by Seraphim Hanisch, The Duran:
Fox News, the keepers of KEEV, stand humiliated by truth. What will be revealed next?
What follows is a direct reprint of a piece that was written by David Axe and appeared in Forbes Magazine on April 30th. The Ghost of Kyiv / Keev / Keef / Kiev, etc. never existed.
Think of this. This bit of fake news was all over supposedly truth-telling Fox News of all places, and I remember watching anchor after anchor on that network falling all over themselves talking about the great exploits of this mythical fighter pilot, credited at the end of his mythical life with 40 kills.
TRUTH LIVES on at https://sgtreport.tv/
In my piece here, Kim Iversen and The Hill exposed this as a fake, but who pays attention to “alternate media?” But now, it is in Forbes, and Forbes is not exactly Alex Jones, now, is it? Or that terrible Russian-financed rag, The Duran? Nope, it ain’t us either (and I am the only member of the Duran team that is actually in Russia – the site is based in Cyprus, not in Moscow!)
This piece still tries to hold the pro-Ukrainian stance, as you will see. And, maybe, sans the Ghost, its information is slightly more accurate. However, a wise reader in the affairs of this war probably ought not trust even some of the Ukraine-positive narrative that remains. What can be said is that the Ghost of Kyiv was a lie that became unsustainable, and when it did so, as you will see, even there the Ukrainians tried to recast this story as an idea – in other words, folks, it was always just an idea. Whoever said this was a real person! What, are you stupid?
So, here, we are calling BS on not only the Ghost of Kyiv story but also that the narrative of the Forbes piece is likely still to be factually far from accurate. Only time will tell, but look what time is telling us so far!
At any rate, it seemed a good idea to get this piece rebroadcast to all of you who may not have seen it or heard about it. It begs the question: How much of the rest of the Ukrainian narrative is fake? Probably, a great deal of it, especially as Ukrainian sources are now starting to say that the loss of the Donbass “doesn’t mean that Ukraine cannot win the war…”
Very interesting how that works out, isn’t it? Well, have fun with the Forbes piece. Here it is.
The ‘Ghost Of Kyiv,’ Who Was Never Real, Just Got Killed In The Press
The Ghost of Kyiv was a Ukrainian fighter pilot. A lone warrior in the aerial defense of Ukraine’s embattled capital city in the early weeks of the Russian invasion.
Deftly maneuvering his 30-year-old, twin-engine MiG-29, the Ghost jealously guarded the sky over Kyiv. Fighting against the odds with antiquated weaponry, he shot down 40 Russian warplanes before finally succumbing to enemy fire three weeks into the war.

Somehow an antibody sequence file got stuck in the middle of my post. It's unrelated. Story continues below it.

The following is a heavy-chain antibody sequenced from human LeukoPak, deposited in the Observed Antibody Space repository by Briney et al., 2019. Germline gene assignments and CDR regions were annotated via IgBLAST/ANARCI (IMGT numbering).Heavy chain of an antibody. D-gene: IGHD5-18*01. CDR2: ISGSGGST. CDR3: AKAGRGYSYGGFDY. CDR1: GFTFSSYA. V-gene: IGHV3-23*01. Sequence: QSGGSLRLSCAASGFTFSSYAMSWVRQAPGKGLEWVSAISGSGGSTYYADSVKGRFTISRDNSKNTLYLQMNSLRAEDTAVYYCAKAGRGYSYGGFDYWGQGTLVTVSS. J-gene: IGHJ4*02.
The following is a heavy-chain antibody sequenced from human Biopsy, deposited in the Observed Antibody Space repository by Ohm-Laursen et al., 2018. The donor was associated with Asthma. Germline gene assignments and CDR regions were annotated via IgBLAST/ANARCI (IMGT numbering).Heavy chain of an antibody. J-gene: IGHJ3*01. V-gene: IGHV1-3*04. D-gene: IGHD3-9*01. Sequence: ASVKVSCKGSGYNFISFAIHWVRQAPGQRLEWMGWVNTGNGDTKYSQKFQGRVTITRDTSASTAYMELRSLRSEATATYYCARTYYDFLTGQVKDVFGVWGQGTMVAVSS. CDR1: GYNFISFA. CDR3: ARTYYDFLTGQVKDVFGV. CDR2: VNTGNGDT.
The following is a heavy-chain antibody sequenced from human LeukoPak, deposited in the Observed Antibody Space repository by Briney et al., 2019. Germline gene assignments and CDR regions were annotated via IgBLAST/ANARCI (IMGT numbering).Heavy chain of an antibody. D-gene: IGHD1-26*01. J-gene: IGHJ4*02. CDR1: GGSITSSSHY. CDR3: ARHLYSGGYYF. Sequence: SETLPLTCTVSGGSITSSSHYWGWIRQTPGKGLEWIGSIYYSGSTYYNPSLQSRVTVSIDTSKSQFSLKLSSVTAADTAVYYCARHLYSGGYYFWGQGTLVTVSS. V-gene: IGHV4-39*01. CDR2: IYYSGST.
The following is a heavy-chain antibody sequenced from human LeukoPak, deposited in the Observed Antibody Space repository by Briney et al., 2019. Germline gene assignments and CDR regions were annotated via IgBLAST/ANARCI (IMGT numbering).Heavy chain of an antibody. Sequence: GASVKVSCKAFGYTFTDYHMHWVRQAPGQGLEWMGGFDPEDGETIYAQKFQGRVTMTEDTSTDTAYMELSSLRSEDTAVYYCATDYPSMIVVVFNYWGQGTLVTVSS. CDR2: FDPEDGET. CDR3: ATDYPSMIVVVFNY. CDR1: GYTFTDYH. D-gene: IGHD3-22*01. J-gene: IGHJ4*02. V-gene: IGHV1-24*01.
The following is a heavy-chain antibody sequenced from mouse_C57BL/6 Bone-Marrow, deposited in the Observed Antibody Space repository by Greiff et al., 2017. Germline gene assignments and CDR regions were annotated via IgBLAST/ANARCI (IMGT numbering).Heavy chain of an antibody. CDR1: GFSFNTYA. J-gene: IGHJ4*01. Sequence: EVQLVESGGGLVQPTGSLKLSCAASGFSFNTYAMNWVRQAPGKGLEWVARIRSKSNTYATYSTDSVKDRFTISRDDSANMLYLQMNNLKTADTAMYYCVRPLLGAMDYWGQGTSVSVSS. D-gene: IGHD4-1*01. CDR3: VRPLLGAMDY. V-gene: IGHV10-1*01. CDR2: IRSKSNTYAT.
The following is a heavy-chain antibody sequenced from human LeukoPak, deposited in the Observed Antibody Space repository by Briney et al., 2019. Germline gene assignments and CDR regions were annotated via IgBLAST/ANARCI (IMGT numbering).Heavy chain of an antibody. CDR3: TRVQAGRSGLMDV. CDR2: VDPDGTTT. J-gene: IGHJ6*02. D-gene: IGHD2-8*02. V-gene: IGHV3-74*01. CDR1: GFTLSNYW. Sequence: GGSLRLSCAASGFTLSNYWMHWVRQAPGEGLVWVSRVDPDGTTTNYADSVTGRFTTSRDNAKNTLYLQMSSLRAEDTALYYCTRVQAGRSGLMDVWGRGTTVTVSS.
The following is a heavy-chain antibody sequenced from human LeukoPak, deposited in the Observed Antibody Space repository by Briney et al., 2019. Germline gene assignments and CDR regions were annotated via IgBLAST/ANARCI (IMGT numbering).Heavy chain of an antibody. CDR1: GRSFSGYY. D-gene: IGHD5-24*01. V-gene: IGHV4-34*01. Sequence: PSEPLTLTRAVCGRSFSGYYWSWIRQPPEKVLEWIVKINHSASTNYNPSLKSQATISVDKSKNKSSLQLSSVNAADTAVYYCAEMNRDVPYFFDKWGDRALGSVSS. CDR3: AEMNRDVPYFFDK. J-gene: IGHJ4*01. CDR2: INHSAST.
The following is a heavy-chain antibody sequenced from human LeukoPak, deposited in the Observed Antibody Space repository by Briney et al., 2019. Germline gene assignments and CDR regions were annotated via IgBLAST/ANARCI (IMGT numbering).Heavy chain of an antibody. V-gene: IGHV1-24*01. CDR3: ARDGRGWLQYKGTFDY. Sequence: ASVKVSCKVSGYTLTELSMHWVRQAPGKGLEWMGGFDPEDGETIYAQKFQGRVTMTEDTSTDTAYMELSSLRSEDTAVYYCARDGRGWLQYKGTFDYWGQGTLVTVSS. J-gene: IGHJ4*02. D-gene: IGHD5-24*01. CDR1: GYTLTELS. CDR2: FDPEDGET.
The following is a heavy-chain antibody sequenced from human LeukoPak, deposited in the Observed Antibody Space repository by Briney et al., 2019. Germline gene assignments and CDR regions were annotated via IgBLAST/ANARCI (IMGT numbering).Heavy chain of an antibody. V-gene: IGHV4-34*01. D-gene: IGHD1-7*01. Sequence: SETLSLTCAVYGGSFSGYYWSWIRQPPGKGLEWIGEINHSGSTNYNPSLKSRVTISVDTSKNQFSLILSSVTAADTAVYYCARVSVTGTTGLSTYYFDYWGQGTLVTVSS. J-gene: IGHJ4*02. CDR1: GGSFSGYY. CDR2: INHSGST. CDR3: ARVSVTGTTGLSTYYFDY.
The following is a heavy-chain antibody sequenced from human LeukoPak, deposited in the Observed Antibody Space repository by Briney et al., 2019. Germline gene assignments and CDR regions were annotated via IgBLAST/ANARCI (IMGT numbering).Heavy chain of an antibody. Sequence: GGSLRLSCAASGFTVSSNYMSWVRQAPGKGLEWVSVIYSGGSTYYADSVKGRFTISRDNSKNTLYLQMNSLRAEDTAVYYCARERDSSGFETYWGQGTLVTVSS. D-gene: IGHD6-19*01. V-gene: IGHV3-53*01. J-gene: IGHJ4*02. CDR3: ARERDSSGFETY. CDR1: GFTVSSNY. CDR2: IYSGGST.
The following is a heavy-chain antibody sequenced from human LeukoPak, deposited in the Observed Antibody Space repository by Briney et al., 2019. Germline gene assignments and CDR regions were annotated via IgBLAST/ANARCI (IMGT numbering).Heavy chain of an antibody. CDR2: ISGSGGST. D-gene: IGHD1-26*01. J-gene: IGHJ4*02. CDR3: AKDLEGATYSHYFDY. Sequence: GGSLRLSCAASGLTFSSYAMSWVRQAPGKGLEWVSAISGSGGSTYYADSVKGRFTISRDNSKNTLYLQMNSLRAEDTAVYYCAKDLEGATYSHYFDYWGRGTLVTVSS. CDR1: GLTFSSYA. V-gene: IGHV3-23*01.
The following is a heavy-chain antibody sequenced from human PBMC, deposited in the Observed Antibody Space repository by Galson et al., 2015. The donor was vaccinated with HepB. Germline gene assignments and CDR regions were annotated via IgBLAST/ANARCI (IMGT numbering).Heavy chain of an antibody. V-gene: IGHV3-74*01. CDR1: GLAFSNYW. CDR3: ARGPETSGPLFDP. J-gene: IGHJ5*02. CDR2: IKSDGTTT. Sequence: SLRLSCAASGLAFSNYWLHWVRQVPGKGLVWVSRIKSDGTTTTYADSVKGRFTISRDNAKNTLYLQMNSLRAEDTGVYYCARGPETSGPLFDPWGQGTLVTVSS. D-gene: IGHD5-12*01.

The Ghost of Kyiv, real name Stepan Tarabalka, died in the cockpit of his trusty MiG on March 14, The Times reported.
Just one problem. The Ghost of Kyiv legend isn’t true. Even the Ukrainian air force, which once sort of embraced the tale, admitted so after The Times’ baseless story on the Ghost’s demise went viral on Saturday.
“The information about the death of the Ghost of Kyiv is incorrect,” the air force tweeted. “The Ghost of Kyiv is alive, it embodies the collective spirit of the highly qualified pilots of the tactical aviation brigade who are successfully defending Kyiv and the region.”
“Ghost of Kyiv is a superhero legend whose character was created by Ukrainians!” the air force added on Facebook.
The Ghost, in other words, is an idea. Not a MiG pilot named Tarabalka who singlehandedly shot down twice as many planes as outside analysts can confirm Moscow has lost in more than two months of bitter fighting.
Tarabalka, who reportedly was 29 at the time of his death, reportedly was a real person. But he did not shoot down 40 Russian planes. Leaving aside the air force’s denials, there’s simply no evidence.
Warplane kills aren’t hard to prove over Ukraine. Daytime shoot-downs often are visible from the ground—and just as often recorded and made public. Ukraine after all is teeming with literally tens of millions of smartphone cameras with easy access to social media.
It’s not for no reason that open-source-intelligence analysts, such as the bloggers at Oryx, often find overlapping visual evidence—videos and photos—to confirm the outcome of any observed aerial engagement. It might take a few weeks, but evidence usually surfaces.